Additional congenital Heart defects associated with VACTERL-H include atrial septal defects (ASDs); hypoplastic left heart syndrome (a life-treating condition in which there is underdevelopment of the left ventricle, the aortic and/or mitral valve, and the ascending aorta); a complex heart defect referred to as tetralogy of Fallot; transposition of the great arteries (a condition in which the aortic and pulmonary arteries are transposed); and patent ductus arteriosus [a condition in which the passage between the blood vessel that leads to the lungs (pulmonary arteries) and the major artery of the body (aorta) fails to close after birth]. (For more information on these conditions, choose the name of the disease as your search term in the Rare Disease Database.)
Tracheoesophageal Fistula and/or Esophageal Atresia A tracheoesophageal fistula is an abnormal connection between the trachea and the esophagus. This abnormal connection often leads to feeding problems and Respiratory infections as a result of food being passed to the lungs inappropriately.
Esophageal atresia is a condition in which the esophagus, which normally carries food from the mouth to the stomach, is narrowed or incompletely formed. This results in inability of contents of the esophagus such as food to pass to the stomach and intestines to be digested.
Renal/Genitourinary Anomalies A variety of abnormalities affecting the kidneys and urinary tract have been described in VACTERL-H. These include but are not limited to: lack of development of one or both kidneys (renal aplasia), malformation of one or both kidneys (renal dysplasia), displaced or malpositioned kidneys (renal ectopia), and abnormal backflow (reflux) of urine into the tube (ureter) that carries urine to the bladder (vesicoureteral reflux), and abnormal positioning of the urethral opening at the end of the penis (hypospadias). The presence of a renal or genitourinary anomaly can sometimes result in abnormal accumulation of urine in the kidneys (hydronephrosis) and/or frequent urinary tract infections.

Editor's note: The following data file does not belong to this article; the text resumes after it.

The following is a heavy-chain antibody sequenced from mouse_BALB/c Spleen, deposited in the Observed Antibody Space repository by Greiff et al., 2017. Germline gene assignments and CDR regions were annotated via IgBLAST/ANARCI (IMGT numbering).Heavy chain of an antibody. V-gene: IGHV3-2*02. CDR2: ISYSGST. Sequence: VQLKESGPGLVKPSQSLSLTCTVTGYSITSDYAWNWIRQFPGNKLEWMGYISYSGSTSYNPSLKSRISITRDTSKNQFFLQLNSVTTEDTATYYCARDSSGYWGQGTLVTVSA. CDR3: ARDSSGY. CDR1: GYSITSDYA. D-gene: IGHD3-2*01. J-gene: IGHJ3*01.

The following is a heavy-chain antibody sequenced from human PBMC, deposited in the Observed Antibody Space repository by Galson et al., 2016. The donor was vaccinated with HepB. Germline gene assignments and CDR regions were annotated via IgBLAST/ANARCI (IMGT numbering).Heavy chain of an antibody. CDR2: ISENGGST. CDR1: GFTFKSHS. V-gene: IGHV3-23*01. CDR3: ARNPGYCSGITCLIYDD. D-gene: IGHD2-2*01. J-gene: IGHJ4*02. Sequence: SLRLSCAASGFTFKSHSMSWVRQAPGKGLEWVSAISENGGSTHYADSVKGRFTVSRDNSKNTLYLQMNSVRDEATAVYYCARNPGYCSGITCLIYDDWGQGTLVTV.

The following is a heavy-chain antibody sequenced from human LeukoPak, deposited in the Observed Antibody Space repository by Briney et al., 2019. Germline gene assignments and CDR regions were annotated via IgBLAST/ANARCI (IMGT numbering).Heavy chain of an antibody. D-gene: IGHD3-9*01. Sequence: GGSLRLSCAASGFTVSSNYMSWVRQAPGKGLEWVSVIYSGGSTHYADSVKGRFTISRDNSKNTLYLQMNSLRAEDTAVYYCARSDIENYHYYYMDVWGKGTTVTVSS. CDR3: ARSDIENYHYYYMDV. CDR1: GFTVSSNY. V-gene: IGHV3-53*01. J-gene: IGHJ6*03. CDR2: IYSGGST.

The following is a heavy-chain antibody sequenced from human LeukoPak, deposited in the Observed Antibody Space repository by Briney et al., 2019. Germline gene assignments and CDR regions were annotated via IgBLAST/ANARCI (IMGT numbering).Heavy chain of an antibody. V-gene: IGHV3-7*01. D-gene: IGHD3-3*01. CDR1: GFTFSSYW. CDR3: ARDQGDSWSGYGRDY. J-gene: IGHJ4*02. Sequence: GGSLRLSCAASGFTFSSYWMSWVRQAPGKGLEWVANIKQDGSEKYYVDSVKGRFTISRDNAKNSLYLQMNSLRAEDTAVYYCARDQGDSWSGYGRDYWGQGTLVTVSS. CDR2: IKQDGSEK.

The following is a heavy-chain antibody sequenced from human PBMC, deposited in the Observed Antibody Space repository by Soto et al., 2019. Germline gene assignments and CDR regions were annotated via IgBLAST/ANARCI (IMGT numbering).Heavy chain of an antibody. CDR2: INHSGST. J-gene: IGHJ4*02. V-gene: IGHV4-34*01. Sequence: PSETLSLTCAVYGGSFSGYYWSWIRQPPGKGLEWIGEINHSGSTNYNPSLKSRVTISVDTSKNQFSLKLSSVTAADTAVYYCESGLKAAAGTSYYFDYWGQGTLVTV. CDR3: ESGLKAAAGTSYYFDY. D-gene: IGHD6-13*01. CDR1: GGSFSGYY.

Limb Anomalies Classically, anomalies of the forearm or thumb side of the forearm (radial side) have been reported in children with VACTERL-H. These include failure of the radius to grow (radial aplasia), underdevelopment of the radius (radial hypoplasia), underdevelopment or absence of the thumb and/or the presence of an extra bone in the thumb (triphalangeal tumb). However, other anomalies such as presence of extra digits (polydactyly) or missing digits (oligodactyly) of the hands, webbing of the fingers (syndactyly), and/or abnormal fusion of the two forearm bones (radioulnar synostosis) have also been described.
Additionally, while not considered a core feature of VACTERL-H, the presence of a single umbilical artery (which is a vessel important for proper transport of blood and deoxygenated blood away from the fetus) is commonly reported. This finding, if present on prenatal ultrasound is important to identify as it may be the first sign an underlying disorder may be present and should prompt additional imaging testing to search for other anomalies associated with VACTERL-H.
Prognosis With the improvement of medical and surgical care, the long-term prognosis of patients with VACTERL-H has improved. However, even with early diagnosis and improvements in care, affected individuals often experience a number of medical complications as a result of the presence of specific congenital anomalies. Vertebral malformations often result in chronic back pain, anal atresia often results in incontinence and/or chronic constipation, gastro-esophageal Reflux can be a consequence of tracheoesophageal fistulas, and renal anomalies are often associated with increased frequency of urinary tract infections (UTI) and the occurrence of renal stones (nephrolithiasis).